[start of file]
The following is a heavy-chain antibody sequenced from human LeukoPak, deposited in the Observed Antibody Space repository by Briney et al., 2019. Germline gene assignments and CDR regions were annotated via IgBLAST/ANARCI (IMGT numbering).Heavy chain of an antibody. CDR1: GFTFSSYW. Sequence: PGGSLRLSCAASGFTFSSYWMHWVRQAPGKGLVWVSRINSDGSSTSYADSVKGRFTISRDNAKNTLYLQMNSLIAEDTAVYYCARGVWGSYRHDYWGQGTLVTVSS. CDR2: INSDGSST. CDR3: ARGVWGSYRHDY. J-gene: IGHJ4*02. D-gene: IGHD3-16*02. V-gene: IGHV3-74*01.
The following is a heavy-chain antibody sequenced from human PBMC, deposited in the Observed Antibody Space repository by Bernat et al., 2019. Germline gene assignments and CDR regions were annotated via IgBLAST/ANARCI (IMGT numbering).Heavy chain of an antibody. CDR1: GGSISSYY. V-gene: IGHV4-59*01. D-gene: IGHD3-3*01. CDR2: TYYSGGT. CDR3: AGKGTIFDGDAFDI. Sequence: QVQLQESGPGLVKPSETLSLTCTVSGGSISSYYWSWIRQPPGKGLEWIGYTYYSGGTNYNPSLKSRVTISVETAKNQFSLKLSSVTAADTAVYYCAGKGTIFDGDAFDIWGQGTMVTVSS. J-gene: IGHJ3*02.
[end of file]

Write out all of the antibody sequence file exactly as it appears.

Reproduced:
The following is a heavy-chain antibody sequenced from human LeukoPak, deposited in the Observed Antibody Space repository by Briney et al., 2019. Germline gene assignments and CDR regions were annotated via IgBLAST/ANARCI (IMGT numbering).Heavy chain of an antibody. CDR1: GFTFSSYW. Sequence: PGGSLRLSCAASGFTFSSYWMHWVRQAPGKGLVWVSRINSDGSSTSYADSVKGRFTISRDNAKNTLYLQMNSLIAEDTAVYYCARGVWGSYRHDYWGQGTLVTVSS. CDR2: INSDGSST. CDR3: ARGVWGSYRHDY. J-gene: IGHJ4*02. D-gene: IGHD3-16*02. V-gene: IGHV3-74*01.
The following is a heavy-chain antibody sequenced from human PBMC, deposited in the Observed Antibody Space repository by Bernat et al., 2019. Germline gene assignments and CDR regions were annotated via IgBLAST/ANARCI (IMGT numbering).Heavy chain of an antibody. CDR1: GGSISSYY. V-gene: IGHV4-59*01. D-gene: IGHD3-3*01. CDR2: TYYSGGT. CDR3: AGKGTIFDGDAFDI. Sequence: QVQLQESGPGLVKPSETLSLTCTVSGGSISSYYWSWIRQPPGKGLEWIGYTYYSGGTNYNPSLKSRVTISVETAKNQFSLKLSSVTAADTAVYYCAGKGTIFDGDAFDIWGQGTMVTVSS. J-gene: IGHJ3*02.